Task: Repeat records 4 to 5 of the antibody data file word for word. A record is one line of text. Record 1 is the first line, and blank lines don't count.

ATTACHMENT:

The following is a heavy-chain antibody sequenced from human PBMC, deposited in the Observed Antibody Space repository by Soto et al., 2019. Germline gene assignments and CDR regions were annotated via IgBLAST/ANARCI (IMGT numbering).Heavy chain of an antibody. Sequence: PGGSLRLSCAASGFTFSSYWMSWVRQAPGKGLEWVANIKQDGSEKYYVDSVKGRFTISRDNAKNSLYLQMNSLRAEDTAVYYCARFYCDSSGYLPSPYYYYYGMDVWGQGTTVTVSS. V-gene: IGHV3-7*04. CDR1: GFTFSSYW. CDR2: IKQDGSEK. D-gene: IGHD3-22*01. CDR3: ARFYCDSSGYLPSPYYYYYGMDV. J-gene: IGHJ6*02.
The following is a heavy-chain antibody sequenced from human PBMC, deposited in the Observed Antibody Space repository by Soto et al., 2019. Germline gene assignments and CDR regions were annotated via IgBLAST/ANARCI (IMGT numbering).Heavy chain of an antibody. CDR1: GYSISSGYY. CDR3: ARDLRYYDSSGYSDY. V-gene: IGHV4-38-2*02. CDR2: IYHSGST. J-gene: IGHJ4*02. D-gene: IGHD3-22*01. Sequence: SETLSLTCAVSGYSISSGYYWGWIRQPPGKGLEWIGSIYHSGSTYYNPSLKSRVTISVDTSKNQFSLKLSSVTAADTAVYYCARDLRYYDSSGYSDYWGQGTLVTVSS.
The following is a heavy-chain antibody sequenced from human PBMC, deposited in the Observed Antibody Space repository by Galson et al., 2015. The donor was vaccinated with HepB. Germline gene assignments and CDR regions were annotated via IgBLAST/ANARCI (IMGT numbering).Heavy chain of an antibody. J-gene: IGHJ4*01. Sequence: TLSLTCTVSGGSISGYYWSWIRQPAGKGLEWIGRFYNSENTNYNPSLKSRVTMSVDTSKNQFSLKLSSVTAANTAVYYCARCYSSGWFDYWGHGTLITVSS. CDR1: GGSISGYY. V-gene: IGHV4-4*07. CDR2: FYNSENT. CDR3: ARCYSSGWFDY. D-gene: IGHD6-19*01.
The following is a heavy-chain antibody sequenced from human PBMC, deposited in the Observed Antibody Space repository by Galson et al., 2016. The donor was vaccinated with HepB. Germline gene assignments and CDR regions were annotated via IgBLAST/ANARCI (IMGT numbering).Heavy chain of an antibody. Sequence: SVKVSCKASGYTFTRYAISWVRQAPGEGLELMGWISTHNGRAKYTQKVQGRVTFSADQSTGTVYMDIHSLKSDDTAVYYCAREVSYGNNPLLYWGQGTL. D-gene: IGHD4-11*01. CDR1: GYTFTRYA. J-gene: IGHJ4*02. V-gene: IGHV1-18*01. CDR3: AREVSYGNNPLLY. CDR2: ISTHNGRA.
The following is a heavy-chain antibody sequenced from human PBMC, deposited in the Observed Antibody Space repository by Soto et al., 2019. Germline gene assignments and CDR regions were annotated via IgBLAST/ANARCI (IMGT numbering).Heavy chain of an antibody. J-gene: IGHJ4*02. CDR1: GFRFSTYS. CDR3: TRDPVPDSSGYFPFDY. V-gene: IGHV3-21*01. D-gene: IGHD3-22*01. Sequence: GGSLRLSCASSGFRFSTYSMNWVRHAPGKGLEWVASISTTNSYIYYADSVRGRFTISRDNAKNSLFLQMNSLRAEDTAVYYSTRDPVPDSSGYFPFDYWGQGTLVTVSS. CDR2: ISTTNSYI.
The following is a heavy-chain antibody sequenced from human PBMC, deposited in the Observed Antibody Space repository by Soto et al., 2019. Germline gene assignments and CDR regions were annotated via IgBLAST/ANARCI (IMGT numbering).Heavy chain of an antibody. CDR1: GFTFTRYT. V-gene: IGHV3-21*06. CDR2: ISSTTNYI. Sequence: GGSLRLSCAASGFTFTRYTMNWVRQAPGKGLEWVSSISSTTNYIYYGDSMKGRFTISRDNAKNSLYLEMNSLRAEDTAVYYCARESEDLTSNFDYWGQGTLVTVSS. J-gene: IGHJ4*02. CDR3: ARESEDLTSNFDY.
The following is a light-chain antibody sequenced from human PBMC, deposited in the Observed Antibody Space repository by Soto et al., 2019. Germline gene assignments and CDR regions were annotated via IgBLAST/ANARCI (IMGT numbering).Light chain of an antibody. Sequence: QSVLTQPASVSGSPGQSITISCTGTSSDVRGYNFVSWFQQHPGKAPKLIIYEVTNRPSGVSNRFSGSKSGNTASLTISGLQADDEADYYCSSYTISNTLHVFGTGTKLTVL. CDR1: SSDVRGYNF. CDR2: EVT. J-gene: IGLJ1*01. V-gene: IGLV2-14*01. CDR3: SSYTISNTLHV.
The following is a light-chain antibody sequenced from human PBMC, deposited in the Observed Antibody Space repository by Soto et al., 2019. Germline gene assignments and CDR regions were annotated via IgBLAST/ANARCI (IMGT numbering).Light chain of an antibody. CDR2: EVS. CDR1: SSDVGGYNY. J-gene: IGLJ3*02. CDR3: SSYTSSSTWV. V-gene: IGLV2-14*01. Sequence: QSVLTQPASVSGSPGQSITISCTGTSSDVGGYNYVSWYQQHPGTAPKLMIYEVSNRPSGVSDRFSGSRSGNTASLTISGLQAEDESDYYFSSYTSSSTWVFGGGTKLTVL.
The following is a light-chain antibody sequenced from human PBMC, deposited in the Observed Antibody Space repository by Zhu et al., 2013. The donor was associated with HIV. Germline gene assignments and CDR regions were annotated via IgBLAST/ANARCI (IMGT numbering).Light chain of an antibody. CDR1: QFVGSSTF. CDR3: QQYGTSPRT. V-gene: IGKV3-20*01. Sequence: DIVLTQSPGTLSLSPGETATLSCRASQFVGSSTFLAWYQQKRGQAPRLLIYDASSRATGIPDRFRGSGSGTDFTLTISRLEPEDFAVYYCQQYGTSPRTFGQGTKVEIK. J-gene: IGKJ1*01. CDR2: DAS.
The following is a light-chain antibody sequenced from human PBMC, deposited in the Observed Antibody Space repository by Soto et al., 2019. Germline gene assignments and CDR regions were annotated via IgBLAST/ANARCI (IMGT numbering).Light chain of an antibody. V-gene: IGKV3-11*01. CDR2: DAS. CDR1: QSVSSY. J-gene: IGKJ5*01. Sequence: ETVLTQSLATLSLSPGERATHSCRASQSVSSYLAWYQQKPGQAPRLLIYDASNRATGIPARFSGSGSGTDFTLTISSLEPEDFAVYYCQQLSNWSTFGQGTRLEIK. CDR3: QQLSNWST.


The following is a heavy-chain antibody sequenced from human PBMC, deposited in the Observed Antibody Space repository by Galson et al., 2016. The donor was vaccinated with HepB. Germline gene assignments and CDR regions were annotated via IgBLAST/ANARCI (IMGT numbering).Heavy chain of an antibody. Sequence: SVKVSCKASGYTFTRYAISWVRQAPGEGLELMGWISTHNGRAKYTQKVQGRVTFSADQSTGTVYMDIHSLKSDDTAVYYCAREVSYGNNPLLYWGQGTL. D-gene: IGHD4-11*01. CDR1: GYTFTRYA. J-gene: IGHJ4*02. V-gene: IGHV1-18*01. CDR3: AREVSYGNNPLLY. CDR2: ISTHNGRA.
The following is a heavy-chain antibody sequenced from human PBMC, deposited in the Observed Antibody Space repository by Soto et al., 2019. Germline gene assignments and CDR regions were annotated via IgBLAST/ANARCI (IMGT numbering).Heavy chain of an antibody. J-gene: IGHJ4*02. CDR1: GFRFSTYS. CDR3: TRDPVPDSSGYFPFDY. V-gene: IGHV3-21*01. D-gene: IGHD3-22*01. Sequence: GGSLRLSCASSGFRFSTYSMNWVRHAPGKGLEWVASISTTNSYIYYADSVRGRFTISRDNAKNSLFLQMNSLRAEDTAVYYSTRDPVPDSSGYFPFDYWGQGTLVTVSS. CDR2: ISTTNSYI.